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"And this is life eternal, that they might know Thee, the Only true God." But then we must not only know God intellectually, but with every power at our disposal. As knowledge it must be the result and summary of every observation and perception. In connection with this at once the question arises whether imagination, or more generally, the power of representation, plays a part in this. A superficial mind inclines to answer this Spirit means that all corporeity and materiality must be excluded from it, no manifestation of negatively. For God is Spirit. And if the word God is possible in any way whatever. If all outward divine manifestation is unthinkable, how can we make a representation of God. We can 143 make forms and figures of idols after the manner of heathen nations, but these are contrivances pure and simple. And in this matter of knowing God, which is eternal life, we have no interest in cunningly constructed fabrications. We want reality. Hence we would say that there can be no representation of God, no outward manifestation of him can show itself, for the reason that his absolute spirituality excludes every idea of matter, form or dimension.

But however convincing this may seem, it does not end the matter. How can we interpret Isaiah's words in the narrative of his vision-call (6:1)? Including the record of the year in which it happened he declares: "I also saw the Lord sitting upon a throne, high and lifted up, and his train filled the temple."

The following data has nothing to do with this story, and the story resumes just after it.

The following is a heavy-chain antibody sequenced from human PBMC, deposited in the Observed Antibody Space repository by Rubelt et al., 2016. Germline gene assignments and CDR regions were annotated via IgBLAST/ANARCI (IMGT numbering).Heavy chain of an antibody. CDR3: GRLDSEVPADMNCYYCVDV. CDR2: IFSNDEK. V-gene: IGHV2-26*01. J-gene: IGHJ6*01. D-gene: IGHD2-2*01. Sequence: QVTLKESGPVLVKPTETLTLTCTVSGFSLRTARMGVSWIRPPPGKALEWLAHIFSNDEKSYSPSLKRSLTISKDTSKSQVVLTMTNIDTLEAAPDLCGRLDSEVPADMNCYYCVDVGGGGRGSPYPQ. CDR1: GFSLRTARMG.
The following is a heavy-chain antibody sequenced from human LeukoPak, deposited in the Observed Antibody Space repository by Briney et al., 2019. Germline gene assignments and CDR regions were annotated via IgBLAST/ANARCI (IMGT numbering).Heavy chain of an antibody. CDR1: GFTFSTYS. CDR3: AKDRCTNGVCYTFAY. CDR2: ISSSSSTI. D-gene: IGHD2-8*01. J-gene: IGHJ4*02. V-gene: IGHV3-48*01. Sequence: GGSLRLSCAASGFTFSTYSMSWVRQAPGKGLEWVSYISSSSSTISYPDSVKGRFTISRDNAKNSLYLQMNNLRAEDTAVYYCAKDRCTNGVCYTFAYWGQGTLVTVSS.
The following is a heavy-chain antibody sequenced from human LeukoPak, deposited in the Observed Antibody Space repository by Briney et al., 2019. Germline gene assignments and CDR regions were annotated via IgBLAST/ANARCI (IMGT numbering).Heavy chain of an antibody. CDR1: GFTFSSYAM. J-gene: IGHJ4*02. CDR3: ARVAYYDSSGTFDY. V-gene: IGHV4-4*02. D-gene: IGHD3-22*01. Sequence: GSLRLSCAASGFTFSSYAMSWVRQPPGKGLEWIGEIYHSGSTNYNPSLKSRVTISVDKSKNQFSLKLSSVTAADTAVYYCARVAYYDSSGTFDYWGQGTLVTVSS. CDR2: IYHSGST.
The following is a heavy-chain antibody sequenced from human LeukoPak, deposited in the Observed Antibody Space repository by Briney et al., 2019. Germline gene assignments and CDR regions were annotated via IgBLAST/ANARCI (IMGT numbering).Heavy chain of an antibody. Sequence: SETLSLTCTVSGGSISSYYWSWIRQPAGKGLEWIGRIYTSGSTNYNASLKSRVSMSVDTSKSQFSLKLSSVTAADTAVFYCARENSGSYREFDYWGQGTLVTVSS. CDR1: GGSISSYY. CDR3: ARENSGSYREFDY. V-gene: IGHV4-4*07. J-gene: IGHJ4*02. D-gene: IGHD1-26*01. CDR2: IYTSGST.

We leave the question unanswered whether Isaiah saw some outside appearance, or whether something presented itself to him in his inner range of vision. It is enough that God manifested himself to the prophet in such a way that it enabled him to give a description of it in writing. It was an appearance which took such a forcible hold upon him. in connection with which so many things took place, and which resulted in such important prophecies, that it affected all his after life.

We who in his inspirations and prophecies honor the work of the Holy Ghost, can not take this vision of his call as a meaningless product of an unhealthy imagination. There was reality in this vision, and an action on the part of God. And we conclude that among the many means by which God can make himself known to man, he 144 has also used observable representation, however transient.

In the New. as well as in the Old Testament, we read repeatedly of angel-appearances and of appearances of the Messiah before his incarnation. And are not angels spirits like God himself, incorporeal and immaterial? We hear repeatedly that angels appear, and speak and act. The angel that smote the armies of Sennacherib stands in line with the angel that led Peter out of prison. Before his incarnation the existence of Christ was purely spiritual, but with him the outward manifestation, and with it the clear representation, went so far in ancient times that the patriarch received him in his tent and entertained him with a meal at his table. It is well known that this is scoffed at, and that it is put to the score of innocent fiction; but less superficial psychology is not satisfied with this, and inclines to attach to such an account a much higher, inner value. When during his earthly ministry Christ accepted the Old Testament records of such appearances literally, including those which referred to himself, and ratified them in their immediate signification, what other conclusion can we reach, than that a certain appearance and a certain representation, of a Being which like that of God is purely spiritual by itself, is not unthinkable.